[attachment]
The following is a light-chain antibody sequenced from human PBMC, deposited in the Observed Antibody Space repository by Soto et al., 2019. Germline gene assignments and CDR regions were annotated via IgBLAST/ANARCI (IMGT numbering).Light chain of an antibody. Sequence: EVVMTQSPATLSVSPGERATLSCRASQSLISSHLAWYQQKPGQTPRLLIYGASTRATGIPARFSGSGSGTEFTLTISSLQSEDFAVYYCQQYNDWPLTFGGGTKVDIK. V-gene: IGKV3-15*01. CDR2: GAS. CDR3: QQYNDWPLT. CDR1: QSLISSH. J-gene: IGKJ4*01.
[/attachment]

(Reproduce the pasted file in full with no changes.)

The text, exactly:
The following is a light-chain antibody sequenced from human PBMC, deposited in the Observed Antibody Space repository by Soto et al., 2019. Germline gene assignments and CDR regions were annotated via IgBLAST/ANARCI (IMGT numbering).Light chain of an antibody. Sequence: EVVMTQSPATLSVSPGERATLSCRASQSLISSHLAWYQQKPGQTPRLLIYGASTRATGIPARFSGSGSGTEFTLTISSLQSEDFAVYYCQQYNDWPLTFGGGTKVDIK. V-gene: IGKV3-15*01. CDR2: GAS. CDR3: QQYNDWPLT. CDR1: QSLISSH. J-gene: IGKJ4*01.